The problem is much deeper than can be understood as a political contest between the GOP and the Democratic Party. Major constituencies that favor the Democratic Party certainly want to change the miserable state of affairs. They are trying to move the country in a more progressive and humane direction, although the record and role of dominant Democratic leadership is often part of the problem, It is itself too cozy with and complicit in the enormous power that big money holds over Washington and all of the country's politics. Still, if we are to move forward, it's necessary to face up to the absolute need to break the GOP's stranglehold on Congress, its dog-in-the-manger blockade of government.  That's very hard to accomplish even though the GOP seems to be in desperate straits. Whatever progress can be achieved right now if public anger is brought to bear on Congress, it's not too early to look to next year's mid-term elections. Conventional wisdom says low voter turnout is inevitable in an off-year election, and shameless gerrymandering has the game fixed in advance.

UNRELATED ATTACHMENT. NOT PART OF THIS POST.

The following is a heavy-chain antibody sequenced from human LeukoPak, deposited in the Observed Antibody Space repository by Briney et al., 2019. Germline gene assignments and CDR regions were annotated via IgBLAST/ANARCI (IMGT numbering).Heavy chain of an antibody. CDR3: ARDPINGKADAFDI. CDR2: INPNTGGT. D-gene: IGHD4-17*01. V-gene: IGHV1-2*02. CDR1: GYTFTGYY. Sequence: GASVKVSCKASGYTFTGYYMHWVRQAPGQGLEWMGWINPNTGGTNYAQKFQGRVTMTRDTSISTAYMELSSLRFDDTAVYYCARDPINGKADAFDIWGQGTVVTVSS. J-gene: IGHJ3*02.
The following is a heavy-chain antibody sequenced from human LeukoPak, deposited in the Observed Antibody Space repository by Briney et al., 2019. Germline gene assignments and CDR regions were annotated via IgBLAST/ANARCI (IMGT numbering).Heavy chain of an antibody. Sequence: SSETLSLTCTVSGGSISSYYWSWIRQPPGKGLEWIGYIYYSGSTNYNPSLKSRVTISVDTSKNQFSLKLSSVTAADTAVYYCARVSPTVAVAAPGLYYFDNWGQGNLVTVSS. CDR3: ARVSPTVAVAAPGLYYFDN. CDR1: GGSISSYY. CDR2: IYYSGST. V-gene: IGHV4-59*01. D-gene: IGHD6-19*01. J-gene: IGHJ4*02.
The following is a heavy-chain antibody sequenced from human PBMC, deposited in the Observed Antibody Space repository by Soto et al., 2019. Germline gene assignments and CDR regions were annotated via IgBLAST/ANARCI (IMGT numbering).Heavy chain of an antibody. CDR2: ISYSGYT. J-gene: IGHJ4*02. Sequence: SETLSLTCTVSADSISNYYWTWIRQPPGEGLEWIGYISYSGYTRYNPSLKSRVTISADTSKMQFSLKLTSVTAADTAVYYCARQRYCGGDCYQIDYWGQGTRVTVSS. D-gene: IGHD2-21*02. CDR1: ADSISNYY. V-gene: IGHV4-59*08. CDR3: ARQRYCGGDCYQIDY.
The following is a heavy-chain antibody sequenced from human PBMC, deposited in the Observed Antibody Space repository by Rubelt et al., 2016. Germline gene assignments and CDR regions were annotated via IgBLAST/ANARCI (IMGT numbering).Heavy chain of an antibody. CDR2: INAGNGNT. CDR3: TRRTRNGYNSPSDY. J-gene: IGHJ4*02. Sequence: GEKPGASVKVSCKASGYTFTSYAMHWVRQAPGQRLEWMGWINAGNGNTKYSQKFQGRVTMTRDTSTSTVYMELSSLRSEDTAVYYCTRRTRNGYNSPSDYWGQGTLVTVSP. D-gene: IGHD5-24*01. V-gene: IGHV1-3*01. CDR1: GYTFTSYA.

Can the pundits be proved wrong (once again)? Given what the economic royalists have done to the country, is there enough public anger (and the will to organize) to beat the odds? 

What do you think?